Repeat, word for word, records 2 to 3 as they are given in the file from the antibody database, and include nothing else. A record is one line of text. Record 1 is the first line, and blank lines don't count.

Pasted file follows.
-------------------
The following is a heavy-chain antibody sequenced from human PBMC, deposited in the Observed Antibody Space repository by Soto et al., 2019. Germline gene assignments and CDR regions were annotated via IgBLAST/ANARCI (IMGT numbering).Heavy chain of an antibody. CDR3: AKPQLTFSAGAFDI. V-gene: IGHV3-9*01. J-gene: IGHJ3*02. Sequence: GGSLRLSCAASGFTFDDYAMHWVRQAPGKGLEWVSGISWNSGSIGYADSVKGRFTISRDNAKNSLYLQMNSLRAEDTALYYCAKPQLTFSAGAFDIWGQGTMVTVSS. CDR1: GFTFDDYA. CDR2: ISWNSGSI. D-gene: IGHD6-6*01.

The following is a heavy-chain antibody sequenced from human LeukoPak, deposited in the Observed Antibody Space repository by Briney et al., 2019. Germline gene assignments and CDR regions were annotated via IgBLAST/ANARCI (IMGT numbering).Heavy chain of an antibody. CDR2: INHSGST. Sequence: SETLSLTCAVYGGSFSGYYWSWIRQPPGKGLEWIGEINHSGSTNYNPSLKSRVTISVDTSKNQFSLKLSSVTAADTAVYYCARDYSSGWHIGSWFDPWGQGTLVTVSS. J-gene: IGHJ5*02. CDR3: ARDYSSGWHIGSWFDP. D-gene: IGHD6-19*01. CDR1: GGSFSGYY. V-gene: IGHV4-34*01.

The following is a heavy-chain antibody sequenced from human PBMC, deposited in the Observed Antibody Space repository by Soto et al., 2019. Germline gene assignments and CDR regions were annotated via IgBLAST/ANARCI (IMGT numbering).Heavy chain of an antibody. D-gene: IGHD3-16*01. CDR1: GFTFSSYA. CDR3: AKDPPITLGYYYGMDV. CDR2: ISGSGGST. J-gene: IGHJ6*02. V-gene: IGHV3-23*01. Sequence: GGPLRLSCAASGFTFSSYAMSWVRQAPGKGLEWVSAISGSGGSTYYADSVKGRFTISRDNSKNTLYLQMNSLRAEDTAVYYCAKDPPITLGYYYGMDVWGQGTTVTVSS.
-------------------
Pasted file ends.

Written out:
The following is a heavy-chain antibody sequenced from human LeukoPak, deposited in the Observed Antibody Space repository by Briney et al., 2019. Germline gene assignments and CDR regions were annotated via IgBLAST/ANARCI (IMGT numbering).Heavy chain of an antibody. CDR2: INHSGST. Sequence: SETLSLTCAVYGGSFSGYYWSWIRQPPGKGLEWIGEINHSGSTNYNPSLKSRVTISVDTSKNQFSLKLSSVTAADTAVYYCARDYSSGWHIGSWFDPWGQGTLVTVSS. J-gene: IGHJ5*02. CDR3: ARDYSSGWHIGSWFDP. D-gene: IGHD6-19*01. CDR1: GGSFSGYY. V-gene: IGHV4-34*01.

The following is a heavy-chain antibody sequenced from human PBMC, deposited in the Observed Antibody Space repository by Soto et al., 2019. Germline gene assignments and CDR regions were annotated via IgBLAST/ANARCI (IMGT numbering).Heavy chain of an antibody. D-gene: IGHD3-16*01. CDR1: GFTFSSYA. CDR3: AKDPPITLGYYYGMDV. CDR2: ISGSGGST. J-gene: IGHJ6*02. V-gene: IGHV3-23*01. Sequence: GGPLRLSCAASGFTFSSYAMSWVRQAPGKGLEWVSAISGSGGSTYYADSVKGRFTISRDNSKNTLYLQMNSLRAEDTAVYYCAKDPPITLGYYYGMDVWGQGTTVTVSS.